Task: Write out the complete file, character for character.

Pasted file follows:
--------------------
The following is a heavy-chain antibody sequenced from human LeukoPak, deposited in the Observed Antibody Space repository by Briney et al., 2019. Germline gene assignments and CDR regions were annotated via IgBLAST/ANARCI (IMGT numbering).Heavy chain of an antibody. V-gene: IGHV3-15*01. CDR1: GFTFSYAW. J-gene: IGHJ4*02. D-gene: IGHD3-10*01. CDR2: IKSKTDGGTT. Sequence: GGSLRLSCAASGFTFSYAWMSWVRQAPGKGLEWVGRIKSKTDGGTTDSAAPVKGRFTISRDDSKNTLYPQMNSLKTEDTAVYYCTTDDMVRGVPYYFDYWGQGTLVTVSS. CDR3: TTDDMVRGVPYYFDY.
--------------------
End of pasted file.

The following is a heavy-chain antibody sequenced from human LeukoPak, deposited in the Observed Antibody Space repository by Briney et al., 2019. Germline gene assignments and CDR regions were annotated via IgBLAST/ANARCI (IMGT numbering).Heavy chain of an antibody. V-gene: IGHV3-15*01. CDR1: GFTFSYAW. J-gene: IGHJ4*02. D-gene: IGHD3-10*01. CDR2: IKSKTDGGTT. Sequence: GGSLRLSCAASGFTFSYAWMSWVRQAPGKGLEWVGRIKSKTDGGTTDSAAPVKGRFTISRDDSKNTLYPQMNSLKTEDTAVYYCTTDDMVRGVPYYFDYWGQGTLVTVSS. CDR3: TTDDMVRGVPYYFDY.